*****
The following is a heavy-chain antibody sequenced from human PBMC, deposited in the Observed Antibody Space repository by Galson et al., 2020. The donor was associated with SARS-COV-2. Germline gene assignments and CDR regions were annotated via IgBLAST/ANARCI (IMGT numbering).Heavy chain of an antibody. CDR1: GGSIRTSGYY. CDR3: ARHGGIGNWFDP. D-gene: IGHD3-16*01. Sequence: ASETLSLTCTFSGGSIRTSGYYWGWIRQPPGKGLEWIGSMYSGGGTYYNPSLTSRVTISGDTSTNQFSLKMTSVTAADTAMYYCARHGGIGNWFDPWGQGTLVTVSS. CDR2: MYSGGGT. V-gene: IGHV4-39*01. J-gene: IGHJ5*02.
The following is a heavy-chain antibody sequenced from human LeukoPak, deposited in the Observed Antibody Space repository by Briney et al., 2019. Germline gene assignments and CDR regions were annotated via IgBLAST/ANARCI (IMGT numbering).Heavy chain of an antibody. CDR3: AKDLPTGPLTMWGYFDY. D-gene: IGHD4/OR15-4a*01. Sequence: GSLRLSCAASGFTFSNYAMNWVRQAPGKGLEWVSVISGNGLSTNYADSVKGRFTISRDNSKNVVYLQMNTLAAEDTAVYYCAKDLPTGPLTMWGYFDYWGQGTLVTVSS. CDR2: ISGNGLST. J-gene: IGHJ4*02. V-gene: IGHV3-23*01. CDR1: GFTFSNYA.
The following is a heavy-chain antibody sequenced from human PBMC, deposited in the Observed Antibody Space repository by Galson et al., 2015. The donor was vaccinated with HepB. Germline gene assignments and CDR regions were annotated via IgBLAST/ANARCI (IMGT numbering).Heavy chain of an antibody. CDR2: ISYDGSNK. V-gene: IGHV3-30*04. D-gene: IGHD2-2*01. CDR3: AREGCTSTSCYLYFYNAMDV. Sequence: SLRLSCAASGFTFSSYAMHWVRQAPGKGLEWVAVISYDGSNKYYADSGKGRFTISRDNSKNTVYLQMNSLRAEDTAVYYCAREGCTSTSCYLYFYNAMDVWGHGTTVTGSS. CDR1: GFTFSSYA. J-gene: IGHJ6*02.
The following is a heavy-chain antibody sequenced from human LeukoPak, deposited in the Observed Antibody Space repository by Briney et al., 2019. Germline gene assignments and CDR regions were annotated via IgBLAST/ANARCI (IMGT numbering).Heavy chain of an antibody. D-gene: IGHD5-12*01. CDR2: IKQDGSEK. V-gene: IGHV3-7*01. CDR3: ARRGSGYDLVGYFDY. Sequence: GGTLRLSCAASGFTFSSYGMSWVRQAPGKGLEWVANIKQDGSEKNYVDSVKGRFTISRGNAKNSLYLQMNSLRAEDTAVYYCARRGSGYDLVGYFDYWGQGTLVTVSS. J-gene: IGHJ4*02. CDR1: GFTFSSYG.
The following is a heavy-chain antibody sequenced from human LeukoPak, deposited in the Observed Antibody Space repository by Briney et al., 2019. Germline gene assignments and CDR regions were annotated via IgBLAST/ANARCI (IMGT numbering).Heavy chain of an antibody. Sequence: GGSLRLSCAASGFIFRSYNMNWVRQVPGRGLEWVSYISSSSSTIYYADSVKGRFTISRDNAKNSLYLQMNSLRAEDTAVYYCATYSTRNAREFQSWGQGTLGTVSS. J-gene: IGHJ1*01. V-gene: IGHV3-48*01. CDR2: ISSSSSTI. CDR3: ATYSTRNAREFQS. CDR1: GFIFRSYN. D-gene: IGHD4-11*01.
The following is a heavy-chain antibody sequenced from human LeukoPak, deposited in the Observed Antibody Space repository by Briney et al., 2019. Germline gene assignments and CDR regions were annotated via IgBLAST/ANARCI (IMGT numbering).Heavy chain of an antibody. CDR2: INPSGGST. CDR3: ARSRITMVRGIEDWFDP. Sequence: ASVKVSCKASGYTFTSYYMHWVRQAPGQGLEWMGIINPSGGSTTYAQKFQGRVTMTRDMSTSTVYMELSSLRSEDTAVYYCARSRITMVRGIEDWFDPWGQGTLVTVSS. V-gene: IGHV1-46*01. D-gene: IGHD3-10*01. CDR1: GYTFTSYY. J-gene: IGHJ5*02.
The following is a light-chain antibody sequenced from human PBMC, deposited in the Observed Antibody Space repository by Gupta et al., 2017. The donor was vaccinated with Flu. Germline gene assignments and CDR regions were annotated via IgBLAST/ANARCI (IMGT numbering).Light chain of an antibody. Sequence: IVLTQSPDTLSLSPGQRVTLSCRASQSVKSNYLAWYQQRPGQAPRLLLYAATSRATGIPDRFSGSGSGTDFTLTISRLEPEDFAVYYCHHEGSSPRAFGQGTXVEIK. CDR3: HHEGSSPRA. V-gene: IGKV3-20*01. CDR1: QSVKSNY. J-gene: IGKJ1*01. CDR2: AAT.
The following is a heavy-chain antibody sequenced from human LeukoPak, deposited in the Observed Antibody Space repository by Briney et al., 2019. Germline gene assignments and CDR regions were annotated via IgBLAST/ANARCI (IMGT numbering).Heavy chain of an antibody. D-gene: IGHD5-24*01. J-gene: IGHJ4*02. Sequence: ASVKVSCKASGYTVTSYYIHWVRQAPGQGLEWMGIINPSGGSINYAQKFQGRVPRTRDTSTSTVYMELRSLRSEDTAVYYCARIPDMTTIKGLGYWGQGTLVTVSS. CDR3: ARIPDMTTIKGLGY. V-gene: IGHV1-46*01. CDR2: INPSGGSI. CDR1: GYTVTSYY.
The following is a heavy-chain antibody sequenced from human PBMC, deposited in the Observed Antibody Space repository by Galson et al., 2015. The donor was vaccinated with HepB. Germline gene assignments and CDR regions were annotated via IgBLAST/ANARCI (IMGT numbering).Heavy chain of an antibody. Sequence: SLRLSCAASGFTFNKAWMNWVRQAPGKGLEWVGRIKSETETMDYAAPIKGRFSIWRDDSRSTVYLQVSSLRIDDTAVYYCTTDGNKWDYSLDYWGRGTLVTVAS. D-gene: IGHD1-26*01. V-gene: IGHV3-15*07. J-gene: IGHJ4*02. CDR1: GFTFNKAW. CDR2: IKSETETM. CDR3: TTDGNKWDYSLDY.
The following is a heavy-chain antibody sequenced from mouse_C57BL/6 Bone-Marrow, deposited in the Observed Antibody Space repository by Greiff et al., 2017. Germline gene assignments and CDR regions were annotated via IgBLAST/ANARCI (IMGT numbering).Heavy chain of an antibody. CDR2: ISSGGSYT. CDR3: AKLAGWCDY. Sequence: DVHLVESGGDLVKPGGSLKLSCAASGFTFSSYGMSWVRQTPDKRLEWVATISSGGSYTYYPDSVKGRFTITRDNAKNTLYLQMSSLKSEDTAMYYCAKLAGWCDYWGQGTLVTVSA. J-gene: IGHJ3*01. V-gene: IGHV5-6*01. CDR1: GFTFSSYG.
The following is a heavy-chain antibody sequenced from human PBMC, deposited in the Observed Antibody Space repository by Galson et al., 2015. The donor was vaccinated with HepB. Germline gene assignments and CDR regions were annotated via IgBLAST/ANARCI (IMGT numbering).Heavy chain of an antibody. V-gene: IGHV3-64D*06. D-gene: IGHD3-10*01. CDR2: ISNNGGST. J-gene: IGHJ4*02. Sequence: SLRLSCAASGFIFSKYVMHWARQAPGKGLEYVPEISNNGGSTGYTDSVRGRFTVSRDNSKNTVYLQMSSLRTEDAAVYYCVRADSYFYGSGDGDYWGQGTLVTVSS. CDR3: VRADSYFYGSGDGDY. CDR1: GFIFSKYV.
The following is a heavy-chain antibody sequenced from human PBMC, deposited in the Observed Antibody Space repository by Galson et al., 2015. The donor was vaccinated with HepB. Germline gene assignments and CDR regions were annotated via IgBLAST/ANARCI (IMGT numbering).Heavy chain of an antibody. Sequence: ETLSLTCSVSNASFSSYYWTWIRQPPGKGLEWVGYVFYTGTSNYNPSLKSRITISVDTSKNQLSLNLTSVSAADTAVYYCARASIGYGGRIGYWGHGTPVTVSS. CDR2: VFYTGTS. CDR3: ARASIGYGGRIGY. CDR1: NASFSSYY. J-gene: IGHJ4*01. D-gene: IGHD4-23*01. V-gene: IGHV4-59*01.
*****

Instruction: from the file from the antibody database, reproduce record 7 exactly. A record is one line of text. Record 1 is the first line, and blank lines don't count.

The following is a light-chain antibody sequenced from human PBMC, deposited in the Observed Antibody Space repository by Gupta et al., 2017. The donor was vaccinated with Flu. Germline gene assignments and CDR regions were annotated via IgBLAST/ANARCI (IMGT numbering).Light chain of an antibody. Sequence: IVLTQSPDTLSLSPGQRVTLSCRASQSVKSNYLAWYQQRPGQAPRLLLYAATSRATGIPDRFSGSGSGTDFTLTISRLEPEDFAVYYCHHEGSSPRAFGQGTXVEIK. CDR3: HHEGSSPRA. V-gene: IGKV3-20*01. CDR1: QSVKSNY. J-gene: IGKJ1*01. CDR2: AAT.